Social media is the most visible channel right now. How’s it been for quite some time because of what’s going on with COVID that that’s only going to continue through this year. I don’t want to depress anyone with that COVID topic, but it’s a reality. The point being, do pivot budget from PR into social, do pivot budget from other marketing disciplines. If you’re working with an agency, that’s a creative production agency and they’re trying to do stuff in social for you, I applaud all of that. But make sure when you’re looking at the strategy to inform the content production, the copy production and the journey you’re going on, please start with data. Not opinion based on a user, creating a fun TikTok for your friends that might look great, there might be some vanity impact there, but it’s not going to drive the brand needle.
And what we need to be doing is social more than ever right now is grown up media. We call it. Serious Social is why this is titled Serious Social Live. We really believe in this discipline and we really believe it’s transformational for brands. Heck we’re doing it for many brands, I’m sure some of them are watching and we’ll be able to attest to that, but it all starts with the grownup elements of having a grownup strategy built on grown up data, not the biased, either consciously or subconsciously influenced of a social media user. That’s very different. So, I’m hoping that’s inspired a lot of you to all want to go and learn more. And if you, you want to get into strategy or find out more and you want to hear more, drop me a line, I’ll happily share some information. I’m sure Katy watching is already thinking, oh, I’ve got a whole library I can share with you.
The merit, the purpose of this live wasn’t to make you all feel bad about what you were doing is to open your eyes to what you should be doing to better impact your content production this year and your copy production.
If anyone’s struggling and they want some advice, drop me a line. COVID is causing so much pain around the world right now. And believe me, when I say I know that more than ever, I’ve lost relatives to COVID. I’ve got family hospitalised, as I said, and I’ve tragically lost people to suicide, and yet I’m still able to put a smile on my face because I’ve got great people around me. If you’re struggling or having a tough time at the moment and want some help with your social direction, drop me a line. And I will happily, happily, invest in time to help you improve. In return, when you go and smash it and you get all the successes, come and tell me about it, it’s good to spread some positivity around.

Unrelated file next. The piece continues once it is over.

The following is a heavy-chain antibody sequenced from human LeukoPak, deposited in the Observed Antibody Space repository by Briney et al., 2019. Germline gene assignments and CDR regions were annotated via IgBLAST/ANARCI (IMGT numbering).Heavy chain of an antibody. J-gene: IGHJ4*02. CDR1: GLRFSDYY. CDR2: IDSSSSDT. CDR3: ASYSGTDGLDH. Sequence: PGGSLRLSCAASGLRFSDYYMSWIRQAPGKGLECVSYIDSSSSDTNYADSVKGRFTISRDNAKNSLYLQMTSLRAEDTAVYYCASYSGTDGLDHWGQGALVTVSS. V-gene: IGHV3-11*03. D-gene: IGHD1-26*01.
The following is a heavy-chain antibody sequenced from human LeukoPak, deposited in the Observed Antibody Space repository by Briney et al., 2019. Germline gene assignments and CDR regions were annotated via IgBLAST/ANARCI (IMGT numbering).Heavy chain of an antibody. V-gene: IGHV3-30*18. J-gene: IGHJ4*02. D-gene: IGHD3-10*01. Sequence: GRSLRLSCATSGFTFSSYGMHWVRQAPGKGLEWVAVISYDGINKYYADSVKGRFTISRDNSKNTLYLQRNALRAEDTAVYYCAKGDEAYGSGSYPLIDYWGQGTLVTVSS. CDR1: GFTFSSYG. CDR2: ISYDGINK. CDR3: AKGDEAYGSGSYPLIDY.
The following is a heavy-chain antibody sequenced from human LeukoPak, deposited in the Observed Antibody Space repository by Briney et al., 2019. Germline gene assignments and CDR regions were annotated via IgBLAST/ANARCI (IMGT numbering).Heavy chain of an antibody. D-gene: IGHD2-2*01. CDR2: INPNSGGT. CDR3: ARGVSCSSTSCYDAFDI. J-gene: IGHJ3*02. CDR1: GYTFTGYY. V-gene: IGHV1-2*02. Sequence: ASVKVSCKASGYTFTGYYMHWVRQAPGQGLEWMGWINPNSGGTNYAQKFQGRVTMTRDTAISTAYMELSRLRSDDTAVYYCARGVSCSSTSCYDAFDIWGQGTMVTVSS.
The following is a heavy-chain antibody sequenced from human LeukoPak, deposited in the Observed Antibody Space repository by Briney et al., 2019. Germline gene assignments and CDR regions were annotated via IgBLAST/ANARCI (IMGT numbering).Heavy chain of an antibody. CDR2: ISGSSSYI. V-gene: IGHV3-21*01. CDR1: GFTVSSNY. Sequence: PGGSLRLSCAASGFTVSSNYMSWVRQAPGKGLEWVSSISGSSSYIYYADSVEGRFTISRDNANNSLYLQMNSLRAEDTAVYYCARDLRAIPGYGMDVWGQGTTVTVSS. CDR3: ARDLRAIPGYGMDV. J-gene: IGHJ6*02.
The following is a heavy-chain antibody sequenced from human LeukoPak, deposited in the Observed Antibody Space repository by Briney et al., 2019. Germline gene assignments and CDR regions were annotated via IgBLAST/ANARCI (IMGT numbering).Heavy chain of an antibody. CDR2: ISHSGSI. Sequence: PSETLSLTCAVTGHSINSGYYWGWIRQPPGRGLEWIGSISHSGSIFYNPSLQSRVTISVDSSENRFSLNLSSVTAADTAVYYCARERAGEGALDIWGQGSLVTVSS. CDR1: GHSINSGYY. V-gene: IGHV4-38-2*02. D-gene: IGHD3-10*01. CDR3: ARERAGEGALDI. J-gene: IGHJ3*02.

Thank you, Alexandra for that, that note, that, that means a lot, but the sharing of impromptu happiness and a point to a note here. I’m sure Lauren’s is watching, on a particularly dark day. Unprompted. I received a note and a bar of chocolate from Laurens. It puts such a smile on my face, so let’s go and spread a load of positivity and a load of help. And that starts with me helping you with your social direction. So do drop me a line, I’d love to hear from you.
That’s it. Next week, I think Belle Lawrence will be back doing a Serious Social live. Then in a few weeks’ time, we’ve got some of the other team stepping in to do some of the Serious Social Lives, as well. As you start to see more of the team, which is really exciting means you get to see less of me as well, which is always a good thing!
Any questions? Drop us a line. And what happened to address them for you but do go and look at all the historic lives and podcasts have been out for the last year. There is so much information there and it should, should be a great starting point for anyone wanting to excel this year.
Have fun, take care, see you soon.
If you’re after more know how to break the social boring, subscribe down and check out the show notes for links to our website and social profiles.